Tighter rules for ship entry

P. Manoj | Updated on: Feb 20, 2022

Mundra: Mundra International Container Port made history in the Indian maritime industry by berthing MSC VALERIA, the largest and longest container ship ever to call on any Indian port in Mundra on Tuesday. PTI Photo.(PTI6_4_2013_000110A) | Photo Credit: Baskar B@Chennai

Ships in offshore facilities covered

India has clarified that vessels operating in Indian offshore facilities should also hold a valid third-party liability cover against maritime claims such as oil pollution, wreck removal and damage to port property. 

The stipulation mandated under Merchant Shipping (Regulation of Entry of Ships into Ports, Anchorages and Offshore Facilities) Rules, 2012 has not been followed by some vessels used in supporting offshore oil installations. 

On May 17 last year, an accommodation barge ‘P-305’ working for ONGC broke from its anchor in heavy winds and high waves brought by cyclone Tauktae sank after hitting an unmanned oil platform off the coast of Mumbai, in which 86 workers on board the barge died. 

Disregarding rules

“During the investigation of maritime casualties that occurred during cyclone Tauktae, it has been observed that certain vessels operating in Indian offshore facilities may not have been complying with the requirements of the Merchant Shipping (Regulation of Entry of Ships into Ports, Anchorages and Offshore Facilities) Rules, 2012,” the Director General of Shipping, Amitabh Kumar wrote in a 10 February order. 

“It is clarified that, the requirements of the Merchant Shipping (Regulation of Entry of Ships into Ports, Anchorages and Offshore Facilities) Rules, 2012, are also applicable to the ‘offshore facilities’. All vessels shall comply with these rules and the operator of the ‘offshore facility’ shall ensure that all vessels calling their offshore facilities comply with the requirements specified in the aforesaid Rules,” Kumar wrote in the order.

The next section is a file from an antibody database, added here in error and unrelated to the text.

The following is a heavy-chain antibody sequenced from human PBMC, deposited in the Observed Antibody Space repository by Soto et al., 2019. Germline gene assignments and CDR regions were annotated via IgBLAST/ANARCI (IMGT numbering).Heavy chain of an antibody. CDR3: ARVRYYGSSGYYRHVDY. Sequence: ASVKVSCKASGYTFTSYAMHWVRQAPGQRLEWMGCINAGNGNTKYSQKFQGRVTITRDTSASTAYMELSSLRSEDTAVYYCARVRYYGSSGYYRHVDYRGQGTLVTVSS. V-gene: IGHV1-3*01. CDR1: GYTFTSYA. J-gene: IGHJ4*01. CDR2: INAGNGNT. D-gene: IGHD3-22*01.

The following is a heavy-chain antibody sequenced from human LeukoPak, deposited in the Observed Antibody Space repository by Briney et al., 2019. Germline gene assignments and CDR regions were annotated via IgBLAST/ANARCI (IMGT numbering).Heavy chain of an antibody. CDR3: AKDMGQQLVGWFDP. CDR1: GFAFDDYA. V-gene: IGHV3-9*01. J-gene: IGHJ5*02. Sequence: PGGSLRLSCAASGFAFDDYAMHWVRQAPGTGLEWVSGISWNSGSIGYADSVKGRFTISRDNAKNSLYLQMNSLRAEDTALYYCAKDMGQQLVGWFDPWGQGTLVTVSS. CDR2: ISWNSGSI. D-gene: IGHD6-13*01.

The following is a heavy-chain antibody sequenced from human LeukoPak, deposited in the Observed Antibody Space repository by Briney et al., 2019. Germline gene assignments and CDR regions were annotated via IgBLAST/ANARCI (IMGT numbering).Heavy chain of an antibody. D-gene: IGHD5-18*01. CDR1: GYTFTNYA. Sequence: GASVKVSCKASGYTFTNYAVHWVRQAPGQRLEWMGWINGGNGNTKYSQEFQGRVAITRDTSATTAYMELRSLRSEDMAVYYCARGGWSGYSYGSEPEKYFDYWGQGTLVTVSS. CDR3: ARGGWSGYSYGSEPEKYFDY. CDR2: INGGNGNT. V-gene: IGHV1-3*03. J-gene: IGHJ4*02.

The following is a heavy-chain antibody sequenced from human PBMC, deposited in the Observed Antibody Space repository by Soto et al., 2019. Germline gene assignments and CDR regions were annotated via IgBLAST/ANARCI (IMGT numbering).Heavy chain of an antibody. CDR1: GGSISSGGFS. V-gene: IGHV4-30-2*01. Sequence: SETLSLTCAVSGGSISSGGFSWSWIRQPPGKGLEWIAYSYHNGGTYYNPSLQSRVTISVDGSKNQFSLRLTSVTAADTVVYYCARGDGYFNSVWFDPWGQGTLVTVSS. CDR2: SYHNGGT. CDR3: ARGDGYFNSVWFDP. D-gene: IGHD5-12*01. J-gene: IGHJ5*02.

Further, the port authorities or the operators of the offshore facilities should ensure that all statutory, convention, insurance certificates and trading license of the vessel shall remain valid during stay of such vessel in the Indian coastal waters. 

“Compliance with the requirements needs to be checked each time the vessel enters the port or offshore facility. In case the vessel stays in port or offshore facility continuously for one month or more, then compliance needs to be re-checked by the port authority or the offshore facility operator on a monthly basis. In addition, the port authority or offshore facility operator may check as and when required to ensure compliance,” Kumar added. 

The third-party liability risks have to be insured with the London-based International Group of Protection and Indemnity Clubs (IG Clubs) or such other insurance company authorised by the government, according to the 2012 rules. 

Globally, such third-party risks are insured with the IG Clubs, a 13-member group based in London that provides liability coverage for about 90 per cent of the world’s ocean-going ships. Besides, the directorate general of shipping has granted permission to 16 non-IG Clubs to provide cover to ships calling at major ports. 

Published on February 20, 2022
This article is closed for comments.
Please Email the Editor

You May Also Like

Recommended for you